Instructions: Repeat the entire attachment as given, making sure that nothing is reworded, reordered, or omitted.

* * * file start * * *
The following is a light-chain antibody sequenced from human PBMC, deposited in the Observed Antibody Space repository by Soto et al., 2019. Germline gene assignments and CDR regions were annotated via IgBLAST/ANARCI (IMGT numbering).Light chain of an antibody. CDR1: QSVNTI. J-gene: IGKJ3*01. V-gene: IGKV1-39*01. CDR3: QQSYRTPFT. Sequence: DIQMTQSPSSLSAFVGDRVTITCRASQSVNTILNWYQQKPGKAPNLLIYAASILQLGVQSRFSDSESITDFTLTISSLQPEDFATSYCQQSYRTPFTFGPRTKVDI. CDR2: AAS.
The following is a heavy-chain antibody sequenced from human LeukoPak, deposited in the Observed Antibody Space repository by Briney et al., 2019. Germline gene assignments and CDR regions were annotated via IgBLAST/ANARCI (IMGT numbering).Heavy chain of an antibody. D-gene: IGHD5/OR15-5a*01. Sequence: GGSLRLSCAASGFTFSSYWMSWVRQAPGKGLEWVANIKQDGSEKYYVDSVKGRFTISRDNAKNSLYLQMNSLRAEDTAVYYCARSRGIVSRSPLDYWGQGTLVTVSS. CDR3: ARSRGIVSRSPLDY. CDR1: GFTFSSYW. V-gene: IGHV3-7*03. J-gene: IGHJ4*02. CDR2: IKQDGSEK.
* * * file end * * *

The following is a light-chain antibody sequenced from human PBMC, deposited in the Observed Antibody Space repository by Soto et al., 2019. Germline gene assignments and CDR regions were annotated via IgBLAST/ANARCI (IMGT numbering).Light chain of an antibody. CDR1: QSVNTI. J-gene: IGKJ3*01. V-gene: IGKV1-39*01. CDR3: QQSYRTPFT. Sequence: DIQMTQSPSSLSAFVGDRVTITCRASQSVNTILNWYQQKPGKAPNLLIYAASILQLGVQSRFSDSESITDFTLTISSLQPEDFATSYCQQSYRTPFTFGPRTKVDI. CDR2: AAS.
The following is a heavy-chain antibody sequenced from human LeukoPak, deposited in the Observed Antibody Space repository by Briney et al., 2019. Germline gene assignments and CDR regions were annotated via IgBLAST/ANARCI (IMGT numbering).Heavy chain of an antibody. D-gene: IGHD5/OR15-5a*01. Sequence: GGSLRLSCAASGFTFSSYWMSWVRQAPGKGLEWVANIKQDGSEKYYVDSVKGRFTISRDNAKNSLYLQMNSLRAEDTAVYYCARSRGIVSRSPLDYWGQGTLVTVSS. CDR3: ARSRGIVSRSPLDY. CDR1: GFTFSSYW. V-gene: IGHV3-7*03. J-gene: IGHJ4*02. CDR2: IKQDGSEK.